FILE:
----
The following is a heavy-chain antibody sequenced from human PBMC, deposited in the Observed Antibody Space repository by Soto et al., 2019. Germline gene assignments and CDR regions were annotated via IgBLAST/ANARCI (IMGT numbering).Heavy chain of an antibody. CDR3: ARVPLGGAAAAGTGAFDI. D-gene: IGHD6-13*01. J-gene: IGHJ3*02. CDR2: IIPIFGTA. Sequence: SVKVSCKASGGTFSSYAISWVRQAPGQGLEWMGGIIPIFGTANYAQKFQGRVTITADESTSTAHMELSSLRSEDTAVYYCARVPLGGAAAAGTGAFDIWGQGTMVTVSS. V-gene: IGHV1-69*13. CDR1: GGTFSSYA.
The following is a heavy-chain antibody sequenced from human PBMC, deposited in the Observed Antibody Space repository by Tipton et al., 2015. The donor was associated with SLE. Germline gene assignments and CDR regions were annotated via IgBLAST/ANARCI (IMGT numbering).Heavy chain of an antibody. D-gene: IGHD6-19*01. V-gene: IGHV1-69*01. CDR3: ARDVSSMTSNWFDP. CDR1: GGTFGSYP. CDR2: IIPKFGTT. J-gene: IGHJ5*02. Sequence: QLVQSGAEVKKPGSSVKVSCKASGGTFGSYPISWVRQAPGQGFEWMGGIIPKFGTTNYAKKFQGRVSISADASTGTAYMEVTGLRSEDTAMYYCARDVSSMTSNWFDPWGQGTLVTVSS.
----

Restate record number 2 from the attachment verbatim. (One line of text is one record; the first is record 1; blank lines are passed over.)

The following is a heavy-chain antibody sequenced from human PBMC, deposited in the Observed Antibody Space repository by Tipton et al., 2015. The donor was associated with SLE. Germline gene assignments and CDR regions were annotated via IgBLAST/ANARCI (IMGT numbering).Heavy chain of an antibody. D-gene: IGHD6-19*01. V-gene: IGHV1-69*01. CDR3: ARDVSSMTSNWFDP. CDR1: GGTFGSYP. CDR2: IIPKFGTT. J-gene: IGHJ5*02. Sequence: QLVQSGAEVKKPGSSVKVSCKASGGTFGSYPISWVRQAPGQGFEWMGGIIPKFGTTNYAKKFQGRVSISADASTGTAYMEVTGLRSEDTAMYYCARDVSSMTSNWFDPWGQGTLVTVSS.